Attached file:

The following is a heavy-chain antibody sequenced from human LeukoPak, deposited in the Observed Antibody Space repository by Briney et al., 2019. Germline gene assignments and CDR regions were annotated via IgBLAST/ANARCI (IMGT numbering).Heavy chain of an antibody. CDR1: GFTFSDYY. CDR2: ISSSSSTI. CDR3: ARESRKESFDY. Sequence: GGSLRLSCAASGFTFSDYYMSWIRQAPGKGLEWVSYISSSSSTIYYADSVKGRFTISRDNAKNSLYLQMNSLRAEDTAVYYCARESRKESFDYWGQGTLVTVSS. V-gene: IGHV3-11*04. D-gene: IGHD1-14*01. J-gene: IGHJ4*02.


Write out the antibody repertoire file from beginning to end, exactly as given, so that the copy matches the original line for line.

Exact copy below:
The following is a heavy-chain antibody sequenced from human LeukoPak, deposited in the Observed Antibody Space repository by Briney et al., 2019. Germline gene assignments and CDR regions were annotated via IgBLAST/ANARCI (IMGT numbering).Heavy chain of an antibody. CDR1: GFTFSDYY. CDR2: ISSSSSTI. CDR3: ARESRKESFDY. Sequence: GGSLRLSCAASGFTFSDYYMSWIRQAPGKGLEWVSYISSSSSTIYYADSVKGRFTISRDNAKNSLYLQMNSLRAEDTAVYYCARESRKESFDYWGQGTLVTVSS. V-gene: IGHV3-11*04. D-gene: IGHD1-14*01. J-gene: IGHJ4*02.